23 May 2012


Additional SSRN articles have recently been noted by a friend in the Irish Society of Comparative Law:
This contribution reflects on the relationship between courts and the legislature in tort law from a comparative European perspective. Though there is a substantial body of comparative literature on tort law as such, the relationship between the judiciary and the legislature in comparative tort law has received significantly attention. Here, the approach under civil law systems to tort law is and the interaction between the judiciary and the legislature under those systems is explored. If we look beyond the misconception among common lawyers that civil law courts act merely as ‘porte-parole de la loi’ there is much flexibility to be found. In tort cases, civil law courts may assume a role that complements the role assumed by the legislature. Where codes give leeway for case law to create, develop, and innovate in tort law, courts will fill the space. Where the legislature is active, courts may assume a more subservient role. Yet, there is no single concept of power balance in civil law tort systems. In some countries, courts may be more willing than in others to show policy initiative where the legislature fails to act. The overall conclusion must be that although there is a fundamental difference in the starting point between the common law and those legal systems that have a codified tort law system, the balance between the legislature and the courts may be similar in many respects. 
Common law and civil law property appear to be quite different, with the former emphasizing pieces of ownership called estates and the latter focusing on holistic ownership. And yet the two systems are remarkably similar in their broad outlines, for functional reasons. This paper offers a transaction cost explanation for the practical similarity and the differing styles of delineating property and ownership in the two systems. As opposed to the “complete” property system that could obtain in the world of zero transaction costs, actual property systems employ structures characterized by shortcuts in order to achieve property’s substantive goals of protecting interests in use. Overlooking this structure leads to the bundle of rights picture of property, even though property is a structured bundle of relationships. The architecture of property consists in part of four basic relationships, and a number of characteristic features of property automatically arise out this architecture, including exclusion rights, in rem status, and running to successors. Where civil law and common law differ is in their style of delineation, which reflects the path dependence of initial investment in feudal fragmentation in the common law and Roman-inspired holistic dominion in civil law. This transaction cost explanation for the functional similarities but different delineation process in the two systems promises to put the comparative law of property on a sounder descriptive footing.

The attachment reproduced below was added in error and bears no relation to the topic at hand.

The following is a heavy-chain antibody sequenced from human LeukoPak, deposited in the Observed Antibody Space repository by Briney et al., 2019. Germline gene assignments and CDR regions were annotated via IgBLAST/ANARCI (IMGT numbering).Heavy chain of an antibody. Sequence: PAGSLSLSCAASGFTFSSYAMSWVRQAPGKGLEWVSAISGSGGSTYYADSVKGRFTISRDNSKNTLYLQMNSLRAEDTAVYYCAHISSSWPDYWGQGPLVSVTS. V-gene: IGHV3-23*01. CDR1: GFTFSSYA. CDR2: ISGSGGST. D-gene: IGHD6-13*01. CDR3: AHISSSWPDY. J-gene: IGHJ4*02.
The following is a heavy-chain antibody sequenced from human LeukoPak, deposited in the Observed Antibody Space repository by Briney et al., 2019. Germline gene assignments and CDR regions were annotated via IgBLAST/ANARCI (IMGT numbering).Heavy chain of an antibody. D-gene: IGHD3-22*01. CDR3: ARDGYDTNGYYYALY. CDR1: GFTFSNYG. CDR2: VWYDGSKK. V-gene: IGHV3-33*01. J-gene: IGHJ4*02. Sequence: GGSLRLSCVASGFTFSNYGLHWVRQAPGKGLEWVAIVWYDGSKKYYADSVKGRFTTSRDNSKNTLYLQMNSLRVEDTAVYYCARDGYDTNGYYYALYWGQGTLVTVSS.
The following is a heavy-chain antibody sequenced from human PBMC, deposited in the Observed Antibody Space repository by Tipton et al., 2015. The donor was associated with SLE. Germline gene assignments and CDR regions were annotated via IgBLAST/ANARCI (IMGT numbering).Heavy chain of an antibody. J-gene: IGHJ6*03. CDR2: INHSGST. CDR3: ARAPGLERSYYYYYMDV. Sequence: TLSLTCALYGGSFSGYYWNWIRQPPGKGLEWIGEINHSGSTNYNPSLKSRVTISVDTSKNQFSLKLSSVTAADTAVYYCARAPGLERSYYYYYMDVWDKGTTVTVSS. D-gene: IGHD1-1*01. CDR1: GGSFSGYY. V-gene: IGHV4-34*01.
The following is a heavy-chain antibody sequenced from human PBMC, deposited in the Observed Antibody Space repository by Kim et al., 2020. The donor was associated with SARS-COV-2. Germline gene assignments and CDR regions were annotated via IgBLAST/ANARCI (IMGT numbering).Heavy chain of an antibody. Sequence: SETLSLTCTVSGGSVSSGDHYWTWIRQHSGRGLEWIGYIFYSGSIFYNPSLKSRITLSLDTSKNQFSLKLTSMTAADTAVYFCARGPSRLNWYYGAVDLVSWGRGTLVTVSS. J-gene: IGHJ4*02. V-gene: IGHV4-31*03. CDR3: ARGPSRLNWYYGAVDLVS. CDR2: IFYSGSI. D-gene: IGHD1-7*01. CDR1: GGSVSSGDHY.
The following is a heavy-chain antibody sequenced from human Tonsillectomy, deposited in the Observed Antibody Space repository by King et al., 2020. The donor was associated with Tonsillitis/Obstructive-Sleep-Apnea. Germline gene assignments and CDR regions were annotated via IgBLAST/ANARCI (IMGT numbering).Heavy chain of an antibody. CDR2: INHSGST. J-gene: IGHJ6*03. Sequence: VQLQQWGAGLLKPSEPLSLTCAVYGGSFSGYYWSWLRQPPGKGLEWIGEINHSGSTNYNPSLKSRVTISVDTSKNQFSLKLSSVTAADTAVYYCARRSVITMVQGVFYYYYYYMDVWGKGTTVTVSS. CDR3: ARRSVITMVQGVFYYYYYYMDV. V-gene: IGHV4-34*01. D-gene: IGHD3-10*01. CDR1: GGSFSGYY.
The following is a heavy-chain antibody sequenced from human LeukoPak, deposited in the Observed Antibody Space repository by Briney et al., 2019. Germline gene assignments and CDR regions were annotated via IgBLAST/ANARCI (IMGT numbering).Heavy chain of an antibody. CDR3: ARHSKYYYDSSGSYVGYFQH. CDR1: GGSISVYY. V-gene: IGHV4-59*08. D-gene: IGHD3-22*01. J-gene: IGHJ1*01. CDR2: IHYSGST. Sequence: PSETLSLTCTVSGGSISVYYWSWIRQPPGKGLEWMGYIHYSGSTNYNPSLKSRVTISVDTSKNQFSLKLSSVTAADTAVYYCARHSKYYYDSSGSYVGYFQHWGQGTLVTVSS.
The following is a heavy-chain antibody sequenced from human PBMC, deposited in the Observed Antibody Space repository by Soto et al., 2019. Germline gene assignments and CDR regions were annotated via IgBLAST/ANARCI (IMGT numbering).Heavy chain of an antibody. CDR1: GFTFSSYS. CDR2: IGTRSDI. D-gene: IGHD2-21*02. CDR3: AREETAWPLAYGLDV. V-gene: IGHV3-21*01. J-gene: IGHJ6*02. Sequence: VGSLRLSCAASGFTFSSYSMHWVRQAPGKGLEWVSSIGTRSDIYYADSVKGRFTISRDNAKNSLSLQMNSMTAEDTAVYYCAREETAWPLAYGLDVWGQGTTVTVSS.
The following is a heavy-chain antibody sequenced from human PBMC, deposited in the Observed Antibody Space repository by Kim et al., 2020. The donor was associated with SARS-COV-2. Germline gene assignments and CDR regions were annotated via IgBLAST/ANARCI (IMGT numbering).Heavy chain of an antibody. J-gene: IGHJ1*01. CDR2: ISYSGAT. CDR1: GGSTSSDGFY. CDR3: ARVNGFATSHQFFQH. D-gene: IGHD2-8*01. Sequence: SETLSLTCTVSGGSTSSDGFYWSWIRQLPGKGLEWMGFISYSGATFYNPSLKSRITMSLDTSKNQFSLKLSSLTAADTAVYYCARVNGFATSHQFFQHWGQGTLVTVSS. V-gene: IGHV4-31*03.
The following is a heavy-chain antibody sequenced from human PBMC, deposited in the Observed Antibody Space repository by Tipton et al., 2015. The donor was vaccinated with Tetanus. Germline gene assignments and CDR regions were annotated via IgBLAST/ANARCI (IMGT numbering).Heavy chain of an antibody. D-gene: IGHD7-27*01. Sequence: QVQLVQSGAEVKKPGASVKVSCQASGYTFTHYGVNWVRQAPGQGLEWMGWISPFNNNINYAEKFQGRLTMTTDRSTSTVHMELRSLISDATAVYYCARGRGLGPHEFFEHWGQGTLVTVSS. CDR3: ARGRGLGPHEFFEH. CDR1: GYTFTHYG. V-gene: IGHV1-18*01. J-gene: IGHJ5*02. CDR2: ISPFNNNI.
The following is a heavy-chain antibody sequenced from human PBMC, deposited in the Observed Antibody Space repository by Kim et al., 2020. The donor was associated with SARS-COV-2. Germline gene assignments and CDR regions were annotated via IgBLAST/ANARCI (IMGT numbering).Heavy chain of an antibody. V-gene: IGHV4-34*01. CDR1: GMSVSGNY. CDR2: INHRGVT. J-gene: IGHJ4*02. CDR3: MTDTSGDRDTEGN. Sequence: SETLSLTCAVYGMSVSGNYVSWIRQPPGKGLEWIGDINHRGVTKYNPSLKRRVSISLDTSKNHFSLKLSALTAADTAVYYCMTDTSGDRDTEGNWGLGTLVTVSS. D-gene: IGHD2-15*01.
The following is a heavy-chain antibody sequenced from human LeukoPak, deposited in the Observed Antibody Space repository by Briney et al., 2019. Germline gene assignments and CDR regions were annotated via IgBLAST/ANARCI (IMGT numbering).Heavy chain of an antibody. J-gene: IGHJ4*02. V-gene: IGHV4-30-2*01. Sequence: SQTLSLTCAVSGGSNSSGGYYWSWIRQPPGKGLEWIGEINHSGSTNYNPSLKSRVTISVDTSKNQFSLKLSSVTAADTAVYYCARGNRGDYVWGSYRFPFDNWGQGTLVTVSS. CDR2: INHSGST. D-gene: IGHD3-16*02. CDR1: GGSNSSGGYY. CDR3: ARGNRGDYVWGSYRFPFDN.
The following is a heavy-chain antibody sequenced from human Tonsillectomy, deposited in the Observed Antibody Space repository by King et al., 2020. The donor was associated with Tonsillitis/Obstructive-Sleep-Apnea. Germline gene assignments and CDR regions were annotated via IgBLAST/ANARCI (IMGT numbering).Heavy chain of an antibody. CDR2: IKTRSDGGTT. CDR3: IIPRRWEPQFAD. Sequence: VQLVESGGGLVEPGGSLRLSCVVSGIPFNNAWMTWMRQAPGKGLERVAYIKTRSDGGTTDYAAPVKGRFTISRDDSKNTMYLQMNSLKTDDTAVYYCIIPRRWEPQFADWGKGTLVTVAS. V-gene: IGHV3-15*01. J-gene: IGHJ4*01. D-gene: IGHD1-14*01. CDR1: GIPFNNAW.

The American influence on the legal education in Israel has been significantly increased during the last three decades. Many faculty members gained their post-graduate education in American law schools. This phenomenon emerged out of both economic and cultural considerations. The result is an importation of research and teaching practices as well as the importation of theories and values. This process has significant influence on the Israeli legal system. The legal scholarship turns to be more universal and less local. English turns to be the main language of the legal academic discourse. The focus of the academic legal research is gradually concentrating on American contents and American materials. These phenomena have negative influences on the interaction of academy and legal practitioners in Israel. Moreover, theories that emerged in an American environment are percolated from the academic world to policy makers and judges. These policies have been applied as a solution for local and unique Israeli problems. The unique characteristics of the Israeli situation are neglected. Three examples to the latter are brought from the field of judicial cases concerning land policy. The first is the influence of the Brown v. Board of Education precedent on Israel policy with regard to allocation of land resources to minorities in a Jewish state. The second is the influence of American theories concerning indigenous people and distributive justice on the privatization of agricultural land in Israel. The third is the influence of American theories of distributive justice and social responsibility on the attitude of the Israeli legal world to land expropriations. These three examples show that the influence of the American education may go beyond the legal sphere and have a significant influence on basic political interior problems of foreign nations. Thus, the Israeli case may be a prism of a modern way of colonialism – a legal colonialism. This kind of superpower influence on small friendly nations is not exercised by military or economic pressure, but by an export of academic education. It may be noticed in Obama's insight that "American values are America's great export to the world.

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